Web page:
Tuesday, April 22, 2008

4 Japanese Automated Bicycle Parking System

The Problem : Tokyo is an overcrowded city, with 15 million bicycles registered to Tokyo's 30 million residents. Land is expensive. Bicycles here are only the first link in the long commuting chain from home to work by rail. Bicycles also tend to be parked illegally because there is almost no railway owned bicycle parking. These bicycles are then raided and confiscated by officers, and a fine of almost 20 dollars or more is incurred to get it back. The density of bicycles parked on sidewalks or roadsides severely hinder road traffic and pedestrians.

An Engineering Solution : The railways and subways realized they have a duty to provide parking for their customers using the bicycle as the first mode of access. Nishi-Kasai Station in Edogawa now boasts something thats easily the first of its kind - a huge multi-level bicycle parking tower that is fully automated. The system can store upto 9,400 bikes. There are similar facilities for cars and can be found in many places in Japan.

How It Works : Video Courtesy

It works almost like a jukebox. A customer places their bike on a small platform and presses a green button on the computer interface in front of him. An elevator door opens, a robotic gripper holds the bike and transports it vertically down to an underground parking garage for storage. For retrieval, a card is swiped against the terminal's reader and the system fetches the bicycle in about 22 seconds. A single use costs 100 yen (97 cents) or you can fill your card with a month's pass for 1800 Yen (17 dollars). [Japan Probe] I'm guessing the retrieval system might be bar code/RFID based system but anyone who knows the intricacies of operation can post a comment here based on his/her knowledge.

Views of the Underground Station : Video Courtesy

Will it Help?

This should help get rid of the bicycle clutter in the city. But the question now is will middle and low income families be ready to accept the additional costs per month and year just to go out and buy groceries or pick kids up from school? Surely its a more cheaper and society friendly option than having to get back confiscated bikes, or having a generally messy looking city.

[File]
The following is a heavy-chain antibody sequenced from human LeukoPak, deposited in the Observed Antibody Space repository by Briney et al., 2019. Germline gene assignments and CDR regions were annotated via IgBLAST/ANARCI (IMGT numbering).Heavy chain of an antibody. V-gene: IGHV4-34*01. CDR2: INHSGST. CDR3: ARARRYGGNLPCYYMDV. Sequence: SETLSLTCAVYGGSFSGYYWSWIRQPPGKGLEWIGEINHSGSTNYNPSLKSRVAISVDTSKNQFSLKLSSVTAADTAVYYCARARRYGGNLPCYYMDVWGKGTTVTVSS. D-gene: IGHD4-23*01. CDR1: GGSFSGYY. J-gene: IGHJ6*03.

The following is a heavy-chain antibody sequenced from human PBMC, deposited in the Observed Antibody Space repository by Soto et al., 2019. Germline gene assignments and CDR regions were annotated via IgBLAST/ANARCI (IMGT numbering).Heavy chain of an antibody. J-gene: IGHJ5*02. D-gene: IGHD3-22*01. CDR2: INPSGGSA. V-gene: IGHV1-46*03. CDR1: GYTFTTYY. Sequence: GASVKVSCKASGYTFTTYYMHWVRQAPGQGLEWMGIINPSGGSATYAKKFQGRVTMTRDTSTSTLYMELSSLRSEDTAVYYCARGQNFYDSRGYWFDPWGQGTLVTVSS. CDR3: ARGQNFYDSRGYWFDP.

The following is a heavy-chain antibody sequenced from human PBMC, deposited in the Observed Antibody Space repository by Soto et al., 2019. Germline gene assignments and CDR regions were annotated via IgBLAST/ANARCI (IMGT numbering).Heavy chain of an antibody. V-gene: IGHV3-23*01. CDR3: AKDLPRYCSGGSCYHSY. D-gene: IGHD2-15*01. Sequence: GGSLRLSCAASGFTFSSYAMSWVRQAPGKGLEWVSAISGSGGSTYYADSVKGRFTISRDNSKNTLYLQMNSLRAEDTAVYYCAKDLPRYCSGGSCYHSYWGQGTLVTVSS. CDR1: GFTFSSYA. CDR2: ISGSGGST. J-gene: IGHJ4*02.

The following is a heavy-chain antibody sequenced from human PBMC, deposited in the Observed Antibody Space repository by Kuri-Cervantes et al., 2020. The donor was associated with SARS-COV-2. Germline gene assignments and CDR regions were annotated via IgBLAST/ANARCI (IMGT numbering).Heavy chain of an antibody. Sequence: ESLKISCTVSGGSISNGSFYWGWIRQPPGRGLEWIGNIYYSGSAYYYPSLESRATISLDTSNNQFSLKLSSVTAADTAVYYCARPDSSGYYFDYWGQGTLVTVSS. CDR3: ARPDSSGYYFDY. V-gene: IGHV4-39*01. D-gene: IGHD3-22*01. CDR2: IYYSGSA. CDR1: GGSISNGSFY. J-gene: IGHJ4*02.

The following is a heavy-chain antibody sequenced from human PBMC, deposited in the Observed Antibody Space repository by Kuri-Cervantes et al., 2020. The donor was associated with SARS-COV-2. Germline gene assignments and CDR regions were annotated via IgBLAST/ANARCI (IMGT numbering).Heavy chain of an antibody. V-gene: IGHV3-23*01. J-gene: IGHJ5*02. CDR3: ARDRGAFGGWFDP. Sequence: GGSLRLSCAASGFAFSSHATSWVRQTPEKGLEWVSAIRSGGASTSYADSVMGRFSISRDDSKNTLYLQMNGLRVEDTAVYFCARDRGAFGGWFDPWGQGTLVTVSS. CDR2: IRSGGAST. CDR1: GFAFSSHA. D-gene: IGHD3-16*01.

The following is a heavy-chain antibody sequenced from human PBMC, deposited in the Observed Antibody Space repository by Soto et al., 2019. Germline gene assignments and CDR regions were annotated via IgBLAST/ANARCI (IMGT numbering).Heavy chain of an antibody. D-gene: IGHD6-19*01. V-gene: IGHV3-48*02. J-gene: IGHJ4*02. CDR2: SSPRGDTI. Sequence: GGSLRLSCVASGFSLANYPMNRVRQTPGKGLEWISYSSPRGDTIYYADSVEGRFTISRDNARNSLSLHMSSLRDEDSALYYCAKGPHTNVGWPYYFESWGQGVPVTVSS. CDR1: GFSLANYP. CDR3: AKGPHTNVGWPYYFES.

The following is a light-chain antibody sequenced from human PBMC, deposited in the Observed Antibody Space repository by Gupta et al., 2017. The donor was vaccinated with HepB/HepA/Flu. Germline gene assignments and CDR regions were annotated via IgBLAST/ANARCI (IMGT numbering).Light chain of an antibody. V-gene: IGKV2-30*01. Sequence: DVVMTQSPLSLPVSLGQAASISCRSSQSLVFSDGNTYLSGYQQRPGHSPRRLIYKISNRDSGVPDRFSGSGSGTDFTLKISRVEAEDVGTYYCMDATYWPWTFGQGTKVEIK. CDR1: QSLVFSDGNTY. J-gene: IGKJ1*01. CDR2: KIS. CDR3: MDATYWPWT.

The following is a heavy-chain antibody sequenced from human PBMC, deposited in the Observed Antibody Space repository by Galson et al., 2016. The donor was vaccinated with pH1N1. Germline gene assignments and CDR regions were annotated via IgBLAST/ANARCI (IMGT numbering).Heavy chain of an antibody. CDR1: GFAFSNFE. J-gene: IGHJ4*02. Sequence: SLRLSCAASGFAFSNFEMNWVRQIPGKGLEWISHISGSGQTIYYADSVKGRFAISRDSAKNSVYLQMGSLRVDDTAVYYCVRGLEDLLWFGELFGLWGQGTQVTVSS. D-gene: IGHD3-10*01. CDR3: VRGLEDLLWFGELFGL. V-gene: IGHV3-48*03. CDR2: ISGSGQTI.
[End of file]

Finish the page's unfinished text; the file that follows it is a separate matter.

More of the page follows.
Technological questions in my mind are : Does the system recognize a bicycle when the elevator doors open? What if a human or another object accidentally slides in? Is the facility shut down in times of maintenance and what happens if you happen to have a bike stored inside at that time? Could it be possible to retrieve a bicycle from any of the multiple computer terminals? Is damage insured? Etc...etc. If you can think of any, throw them out here in the comments.

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  1. I have seen large bike parking areas at several train stations in Japan. When I say large I mean LARGE. The Japanese public transportation systems is incredible. All they have to do is get to the train station.

  2. I would pay the 97 cents just to watch this live!

  3. Hi. Please join the Bicycle to Work! LinkedIn networking group. Members pledge that they will try to ride their bicycle to work or on an errand at least once a week. Although the benefits should be obvious, let me outline them here.
    Right now people in the industrialized world are facing two very grave problems: obesity and a growing scarcity of oil. Compounding this problem is the new food shortage brought about, in part, by the conversion of food cropland to bio-fuel crop production. Most people feel powerless to help, but there is one thing that we can do. Ride our bicycles to work.
    If everyone would agree to ride their bikes to work one day per week we could cut oil consumption by as much as 10-15%. No one would argue that riding a bike burns more calories than driving the car. Although popular politically right now, most bio-fuels consume more energy than they produce. We would be much better to eat those bio-crops then use our own energy to transport us around.
    So spread the word. Make it a movement! Bicycle to work one day a week and do your part to cut back obesity and the overuse of oil and precious cropland.
    Just go to my profile at http://www.linkedin.com/in/jeffreylstevenson and you can click on the group to be included. While you are there, don't forget to ask to link to my network of more than 7,000.000 like-minded professionals. I accept all invitations and look forward to meeting you.

  4. Jeff I'll check that out. Thanks!

    Sprocket, I feel the same here.

    Chris, the Japanese are ridiculous.I've obviously never been there but it must be a post-modern technological Utopia.


Thank you. I read every single comment.